History

PRIORS HILL COPSE

A beauty spot on your doorstep.

Priors Hill Copse is located at the north of Butlocks Heath and the south of Old Netley, within Hound Parish (grid reference 468092) and can be accessed via The Grove in Butlocks Heath.

Hound Parish Council own and care for this lovely piece of ancient woodland. Although small it has real importance and is of special interest for nature conservation. It provides a haven for wildlife on our doorstep and deserves to be preserved for the generations to follow. Hound Parish Council owns 3.88 hectares of the Copse, the remainder being shared by private owners and the Castle Angling Club, which owns the section including the reservoir.

Two world wars drastically reduced the manpower needed to maintain woodland in Great Britain. Changes in building methods and manufacture reduced demand for wood produce in the 20th Century. The system of coppicing fell into disuse and the consequence was a drastic loss of biodiversity. Nevertheless Priors Hill Copse was still productive woodland and worked by a local family until just a few decades ago. Timber and wood was harvested for use by local bakers, brick makers and builders. As you walk around the copse you will see hollows and mounds to the sides of the paths, where clay or gravel was extracted for these trades. Charcoal was another by-product of the harvested wood. At the centre of the copse are several compartments that were coppiced in rotation. Those compartments are being managed again to improve biodiversity

In April you will be treated to the sight of lovely wood anemones growing by the paths


One of the best times to see the copse is early May when the bluebell is in full flower and the scent of Rowan blossom hangs on the air; but it is beautiful the whole year round.

Later in the year there are all sorts of wonderful fungi to catch your eye.

When snow is on the ground the copse is quite magical!

 

The main entrance to the copse is in The Grove, Butlocks Heath, Southampton. An easy amble around the copse will take from 15 to 20 minutes. The paths are natural so you should be careful of uneven ground and tree roots that could cause you to trip.

Indications are that this woodland has been under some form of woodland management for hundreds of years.

Priors Hill Copse has very old oak stools that show it was used for oak coppicing. There aren’t many examples of oak coppicing in the South of England so this is a rare site. Another rarity is a complete coppice area of alder buckthorn which we believe was originally planted to aid the manufacture of gunpowder. Alder Buckthorn produces a very fine charcoal which was much prized in the manufacture of gunpowder, being regarded as the best wood for the purpose.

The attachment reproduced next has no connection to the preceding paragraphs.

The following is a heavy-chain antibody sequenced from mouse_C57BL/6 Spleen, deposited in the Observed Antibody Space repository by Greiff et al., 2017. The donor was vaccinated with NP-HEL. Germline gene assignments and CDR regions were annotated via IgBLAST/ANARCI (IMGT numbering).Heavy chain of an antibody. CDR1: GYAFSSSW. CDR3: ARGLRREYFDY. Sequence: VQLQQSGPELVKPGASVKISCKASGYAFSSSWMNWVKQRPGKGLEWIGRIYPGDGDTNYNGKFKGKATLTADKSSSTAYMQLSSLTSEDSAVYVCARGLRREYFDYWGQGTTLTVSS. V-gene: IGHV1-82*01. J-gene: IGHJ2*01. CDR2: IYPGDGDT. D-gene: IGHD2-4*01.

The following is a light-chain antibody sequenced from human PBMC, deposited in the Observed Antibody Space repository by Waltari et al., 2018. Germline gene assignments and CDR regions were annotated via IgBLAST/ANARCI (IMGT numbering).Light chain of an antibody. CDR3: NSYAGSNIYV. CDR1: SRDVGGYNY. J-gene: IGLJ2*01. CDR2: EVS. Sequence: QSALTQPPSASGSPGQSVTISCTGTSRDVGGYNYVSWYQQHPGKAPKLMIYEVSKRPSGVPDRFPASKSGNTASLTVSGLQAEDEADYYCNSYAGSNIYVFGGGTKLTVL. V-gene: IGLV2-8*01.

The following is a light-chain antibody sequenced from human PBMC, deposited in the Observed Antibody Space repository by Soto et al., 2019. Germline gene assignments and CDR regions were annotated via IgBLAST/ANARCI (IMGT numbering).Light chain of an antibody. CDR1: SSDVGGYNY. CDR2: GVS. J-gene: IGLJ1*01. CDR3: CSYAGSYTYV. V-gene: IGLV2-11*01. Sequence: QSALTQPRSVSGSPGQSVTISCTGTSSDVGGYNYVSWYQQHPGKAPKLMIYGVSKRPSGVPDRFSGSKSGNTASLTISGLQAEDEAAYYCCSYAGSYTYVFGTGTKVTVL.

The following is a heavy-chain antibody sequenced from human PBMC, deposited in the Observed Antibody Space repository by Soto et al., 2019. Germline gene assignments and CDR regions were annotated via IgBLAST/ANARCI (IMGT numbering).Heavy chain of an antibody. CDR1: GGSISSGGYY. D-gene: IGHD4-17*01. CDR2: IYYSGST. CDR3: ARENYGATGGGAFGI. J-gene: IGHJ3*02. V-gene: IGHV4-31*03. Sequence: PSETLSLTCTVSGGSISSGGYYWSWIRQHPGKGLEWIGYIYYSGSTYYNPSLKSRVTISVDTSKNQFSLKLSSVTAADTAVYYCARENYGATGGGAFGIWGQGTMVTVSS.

To preserve the health of the woods and boost biodiversity there has been a sharp reduction in holly.. The holly has been rampant, choking the wood and preventing the regeneration of other indigenous species. The dense nature of the plant restricts sunlight and warmth essential for regeneration of trees and shrubs, vital to the life cycles of invertebrates and wildlife.

Rumour has it that the holly infestation was started about a hundred years ago when gamekeepers introduced holly in the vicinity of the reservoir to provide cover – either from sight or the elements.

Creating more variety of tree height is reducing the umbrella effect of the canopy and helping to achieve the cycle of light and shade which promotes biodiversity. To bring this about a vigorous programme of felling and pollarding is in place.

Come to the copse in summer and you will see butterflies, Commas, Brimstones, Speckled Woods, White Admirals, Holly Blue, Longhorn Moths and Peacocks, as well as the Large White. All sorts of birdlife fill the Copse with their song and Woodpeckers busily rap the trees.

The Friends of Priors Hill Copse are a group of local residents who, working closely with Hound Parish Council, are very active in managing and caring for the copse. During the year they organise activity days, for themselves and volunteers, when they clear the woods of any rubbish, cut back the holly or coppice one of the several coupes. They welcome new members and volunteers. Participation is free to volunteers but there is a small annual fee for full members.

If you would like to know more about the group, volunteer or become a member please contact: –

Hound Parish Council
Parish Office
22 Station Road
Netley Abbey
SO31 5AF

Telephone 023 80453732

Website: –

www.houndparishcouncil.org